Solar-powered airplane wings its way to endurance record

A solar-powered, unmanned, high-altitude aircraft set a flight endurance record last month by staying aloft for 82 hours and 37 minutes.

The British QinetiQ Zephyr beat the 30 hours 24 minutes set by a Northrop Global Hawk in 2001 and Zephyr's own record of 54 hours set last year.

Launched by hand, Zephyr is an ultra-lightweight carbon-fiber aircraft. By day the 70lb Zephyr flies on solar power generated by silicon solar arrays no thicker than sheets of paper that cover the aircraft's wings. By night it is powered by rechargeable lithium-sulphur batteries, supplied by SION Power, which are recharged during the day using solar power, the company said.

The flight took place at the US Army's Yuma Proving Ground in Arizona between 28 and 31 July in the harsh conditions of the Sonoran Desert with temperatures up to 113°. Zephyr was flown on autopilot and via satellite communications to a maximum altitude of more than 60,000ft. The trial included a military assessment of a 5lb communications payload.

The Zephyr is under development as part of the Defense Advanced Research Projects Agency's (DARPA) Vulture program that ultimately looks to build an unmanned aircraft capable of carrying a 1,000-pound payload on five kilowatts of power and can stay airborne for an uninterrupted period of at least five years while remaining in the required mission airspace 99% of the time. The goals are to develop systems capable of offering persistent surveillance and communications capabilities.

DARPA recently picked Aurora Flight Sciences, Boeing and Lockheed Martin as contractors for the first phase of the Vulture program.

During the first phase of Vulture the three contractor teams will conduct studies to determine the design concept that best satisfies the operational tasks and optimizes design capability. They will also explore various vehicle configurations while concentrating on reliability and mission assurance design aspects. The phase will conclude with a concept design review of sub-scale and full-scale demonstration vehicles and the supporting technology development plan to reduce risk on key technologies, DARPA stated.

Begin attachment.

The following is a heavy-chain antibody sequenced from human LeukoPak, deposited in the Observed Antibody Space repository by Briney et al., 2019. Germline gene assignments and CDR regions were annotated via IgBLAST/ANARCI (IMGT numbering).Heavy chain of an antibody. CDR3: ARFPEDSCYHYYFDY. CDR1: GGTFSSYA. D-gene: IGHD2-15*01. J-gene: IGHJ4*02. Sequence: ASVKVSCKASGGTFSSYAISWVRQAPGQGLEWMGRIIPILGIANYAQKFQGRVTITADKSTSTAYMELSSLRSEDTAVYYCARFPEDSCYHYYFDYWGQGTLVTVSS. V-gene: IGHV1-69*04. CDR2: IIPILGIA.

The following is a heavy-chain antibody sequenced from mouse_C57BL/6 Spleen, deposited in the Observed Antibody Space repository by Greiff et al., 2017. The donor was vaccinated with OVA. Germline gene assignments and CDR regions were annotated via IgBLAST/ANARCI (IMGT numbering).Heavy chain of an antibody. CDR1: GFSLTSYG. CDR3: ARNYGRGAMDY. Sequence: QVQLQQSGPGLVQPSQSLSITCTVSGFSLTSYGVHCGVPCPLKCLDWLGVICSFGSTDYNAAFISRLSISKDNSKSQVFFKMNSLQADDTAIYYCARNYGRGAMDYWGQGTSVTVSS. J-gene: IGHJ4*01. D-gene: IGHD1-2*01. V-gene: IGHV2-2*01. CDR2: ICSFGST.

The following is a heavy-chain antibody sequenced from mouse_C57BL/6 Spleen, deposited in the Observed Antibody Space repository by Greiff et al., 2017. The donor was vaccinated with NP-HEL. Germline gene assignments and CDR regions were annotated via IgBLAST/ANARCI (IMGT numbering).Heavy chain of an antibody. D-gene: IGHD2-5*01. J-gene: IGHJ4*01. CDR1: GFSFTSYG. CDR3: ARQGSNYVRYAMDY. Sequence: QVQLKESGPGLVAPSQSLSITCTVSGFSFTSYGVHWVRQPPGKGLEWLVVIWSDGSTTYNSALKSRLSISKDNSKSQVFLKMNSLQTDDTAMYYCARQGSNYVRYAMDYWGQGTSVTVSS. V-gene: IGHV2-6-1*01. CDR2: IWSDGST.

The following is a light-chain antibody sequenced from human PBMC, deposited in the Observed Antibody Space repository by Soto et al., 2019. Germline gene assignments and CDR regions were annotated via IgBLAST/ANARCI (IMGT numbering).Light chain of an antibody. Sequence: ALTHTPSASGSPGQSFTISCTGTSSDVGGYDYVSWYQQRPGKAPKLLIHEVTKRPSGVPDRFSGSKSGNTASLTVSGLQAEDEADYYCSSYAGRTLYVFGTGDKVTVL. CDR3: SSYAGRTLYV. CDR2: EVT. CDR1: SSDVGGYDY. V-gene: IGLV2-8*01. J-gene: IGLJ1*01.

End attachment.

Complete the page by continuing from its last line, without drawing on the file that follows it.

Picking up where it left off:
Vulture will use space satellite operations and design, in which long life and extreme reliability are routine, and bring this concept to the realm of aircraft operations in order to provide a level of flight previously unknown in aircraft operations, DARAP said. Vulture will provide pseudo-satellite benefits such as increased aircraft availability and consistent and persistent coverage, and allow smaller fleet sizes.

DARPA said the Vulture program will focus on developing innovative technologies and approaches for in-flight energy collection or refueling and ultra-reliable systems or systems able to be repaired in-flight. Other new technologies that will be developed and that are key to the ability of the Vulture system to provide the desired reliability include photovoltaic cells, high specific energy fuel cells, extremely efficient propulsion systems, in-flight precision autonomous materiel transfer and docking, extremely efficient vehicle structural design, mitigation of environmentally induced loads, and innovative vehicle control concepts.

Fixed wing aircraft aren't the only ultra-endurance aircraft on the flight line however. The Army's unmanned Boeing A160T Hummingbird helicopter in May successfully completed all planned phase I flight test demonstrations which included an 18.7-hour endurance flight on May 14-15 that will be claimed as a world endurance record for unmanned aerial vehicles in the weight class of 1,102 to 5,511 pounds. The A160 achieved an important demonstration milestone by hovering out of ground effect at 16,700 feet density altitude for over seven minutes. The gas-turbine-powered A160 flew the demonstrations autonomously.

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